Gun advocates, foes debate merit of magazine limits in N.J.

TRENTON The emotionally charged rhetoric that dominates the national conversation on gun control returned to New Jersey's capital Thursday, as supporters and opponents of a proposed restriction on magazine ammunition capacity debated the causes - and at times the facts - of some of the country's worst episodes of violence.

To gun-rights advocates, the legislation at best represented a misguided attempt to stem violence that would only embolden criminals at the expense of law-abiding citizens. At worst, they detected a ruse whose end game was to confiscate all guns.

To gun-control groups, the bill was a common-sense solution to an epidemic of mass shootings.

Ultimately, after more than three hours of testimony, the Assembly Law and Public Safety Committee voted 5-3, along party lines, to advance a proposal that would limit magazine capacity to 10 rounds, down from 15.

The panel also voted by the same margin to advance a bill that would clarify the circumstances in which certain authorized gun owners are allowed to transport firearms.

"If you're a sportsman, if you're a shooter, a hunter, you don't need that high magazine capacity clip," Assembly Majority Leader Louis D. Greenwald (D., Camden) told the committee over snickering from some in the audience. "Is it an inconvenience? Maybe. But the range isn't firing back."

Greenwald, a sponsor of the magazine-restriction bill, offered evidence from the shootings at Sandy Hook Elementary School in Newtown, Conn., and of a congresswoman in Tucson, Ariz. Those cases and others, he said, show that when shooters pause to reload their guns, would-be victims have time to escape or attack their assailant.

Assemblyman Erik Peterson (R., Huntderdon), who voted against the bill, countered with the story of a woman who had run out of ammunition while trying to defend herself from a criminal who had invaded her home.

"We're going after the law-abiding individual. And we're not going after the criminal," Peterson said, adding that criminals could simply cross the Delaware River and buy high-capacity magazines in Pennsylvania.

Perhaps of most immediate concern, opponents said, was that hundreds of thousands of guns with 15-round magazines would become illegal overnight if the bill were to become law. Greenwald said the bill would not ban those guns because they also could accommodate 10 rounds.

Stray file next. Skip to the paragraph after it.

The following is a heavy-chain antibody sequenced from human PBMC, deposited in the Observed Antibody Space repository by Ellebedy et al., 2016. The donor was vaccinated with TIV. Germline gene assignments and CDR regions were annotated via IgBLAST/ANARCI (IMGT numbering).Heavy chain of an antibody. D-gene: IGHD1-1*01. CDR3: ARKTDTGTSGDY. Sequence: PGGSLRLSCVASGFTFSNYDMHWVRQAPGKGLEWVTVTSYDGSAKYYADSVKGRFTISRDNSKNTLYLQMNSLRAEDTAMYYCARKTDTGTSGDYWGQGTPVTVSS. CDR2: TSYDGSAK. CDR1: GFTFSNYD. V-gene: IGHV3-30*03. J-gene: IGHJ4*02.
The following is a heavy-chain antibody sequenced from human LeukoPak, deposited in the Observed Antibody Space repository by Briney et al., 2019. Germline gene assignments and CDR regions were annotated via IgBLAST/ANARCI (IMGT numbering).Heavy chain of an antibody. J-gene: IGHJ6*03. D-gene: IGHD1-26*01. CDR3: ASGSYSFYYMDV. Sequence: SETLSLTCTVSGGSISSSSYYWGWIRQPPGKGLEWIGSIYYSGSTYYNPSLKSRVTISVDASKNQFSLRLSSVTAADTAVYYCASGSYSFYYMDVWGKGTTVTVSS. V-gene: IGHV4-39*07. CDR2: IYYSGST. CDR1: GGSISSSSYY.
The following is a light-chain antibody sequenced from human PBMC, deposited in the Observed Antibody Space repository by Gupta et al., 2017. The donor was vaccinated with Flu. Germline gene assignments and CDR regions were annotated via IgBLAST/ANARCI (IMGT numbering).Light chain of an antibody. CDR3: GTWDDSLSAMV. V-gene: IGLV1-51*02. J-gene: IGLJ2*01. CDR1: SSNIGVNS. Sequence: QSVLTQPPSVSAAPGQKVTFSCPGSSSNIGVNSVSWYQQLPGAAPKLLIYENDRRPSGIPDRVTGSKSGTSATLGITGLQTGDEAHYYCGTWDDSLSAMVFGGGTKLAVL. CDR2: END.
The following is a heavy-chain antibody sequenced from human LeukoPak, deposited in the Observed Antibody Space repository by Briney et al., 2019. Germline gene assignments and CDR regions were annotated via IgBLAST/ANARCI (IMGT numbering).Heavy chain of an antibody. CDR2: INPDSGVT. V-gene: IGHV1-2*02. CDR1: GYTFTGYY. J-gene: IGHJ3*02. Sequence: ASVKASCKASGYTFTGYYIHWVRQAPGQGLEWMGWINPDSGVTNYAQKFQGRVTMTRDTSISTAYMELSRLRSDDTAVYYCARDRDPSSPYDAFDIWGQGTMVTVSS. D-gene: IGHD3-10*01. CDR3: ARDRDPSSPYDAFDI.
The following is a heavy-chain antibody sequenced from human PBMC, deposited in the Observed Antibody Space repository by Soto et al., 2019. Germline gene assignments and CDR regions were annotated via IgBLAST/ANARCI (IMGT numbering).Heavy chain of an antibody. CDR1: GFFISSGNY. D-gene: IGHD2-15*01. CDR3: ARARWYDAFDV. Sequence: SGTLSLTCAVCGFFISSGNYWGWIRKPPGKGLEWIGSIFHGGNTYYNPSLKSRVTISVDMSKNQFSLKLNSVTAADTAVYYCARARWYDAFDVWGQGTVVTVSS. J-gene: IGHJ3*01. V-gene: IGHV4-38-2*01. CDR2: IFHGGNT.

Some gun owners testified that they wouldn't fork over their property, while others said the legislation would endanger their families. All agreed that they believed it violated their Second Amendment right to bear arms.

Anthony P. Colandro, chief executive of Gun for Hire, a firearms training center in Belleville, said his range includes $20,000 worth of magazines that hold more than 10 rounds. "Who will compensate me for those?" he asked.

Shyanne Roberts, 9, of Franklinville, Gloucester County, said the bill would put her at a disadvantage as a competitive shooter. Her competitors use magazines with 15 rounds or more, said Shyanne, who testified alongside her father, Dan.

"I will be forced to choose between giving up on a very bright and promising future in a sport that I love, or asking my dad if we can move to another state. I will not be giving up my sport," she said to a standing ovation from some of the gun-rights supporters in the audience.

Even as the majority of those who testified opposed the bill, some gun-rights advocates privately conceded they were unlikely to halt the proposal in the Legislature.

The Assembly passed the legislation last year as part of a broader gun-control package, but Senate President Stephen Sweeney (D., Gloucester) blocked the measure in the upper chamber.

Sweeney is now behind it, saying he changed his position after meeting with the families of children slain at Sandy Hook in December 2012. Parents of two of those children appeared at a Statehouse news conference last month when Sweeney and other top Democrats announced they were introducing the high-capacity magazine ban.

Six states and the District of Columbia restrict magazine capacity to 10 rounds. New Jersey has the third-strongest gun laws in the country, according to 2013 rankings compiled by the Law Center to Prevent Gun Violence, including a ban on assault weapons.

Yet the state continues to grapple with gun violence, suggesting the limitations of those laws, said Darin Goens, a lobbyist for the National Rifle Association.

"Who thinks that Adam Lanza or Dylan Klebold are going to walk into those schools and say, 'I'm going to shoot up the school, but I sure want to be in compliance with the state's magazine restriction?' " Goens told the panel, referring to the gunmen at Sandy Hook and in the 1999 Columbine High School shooting in Littleton, Colo. "That's simply not going to happen."

Nicola Bocour of CeasfireNJ had a different take. Given that mass shootings seem to be a fact of life, she said, "don't you want that shooter to have to reload? Wouldn't you want that moment of hope?"

The bill needs to pass the full Assembly and Senate before heading to Gov. Christie's desk.

At a town-hall meeting Thursday in Mount Laurel, Christie, a Republican, told an NRA member who asked his position on the magazine-capacity bill that he would evaluate the proposal "if and when it gets to my desk."

"I spent seven years prosecuting crime. There are real solutions to crime. And there are solutions to crime that just sound good," said Christie, a former U.S. attorney.

Christie pointed to his veto last year of a ban on .50-caliber weapons, which "didn't make sense," he said. If the magazine limit passes the Legislature, "I'm going to judge that bill . . . by the exact same standard."



Inquirer staff writer Maddie Hanna contributed to this article.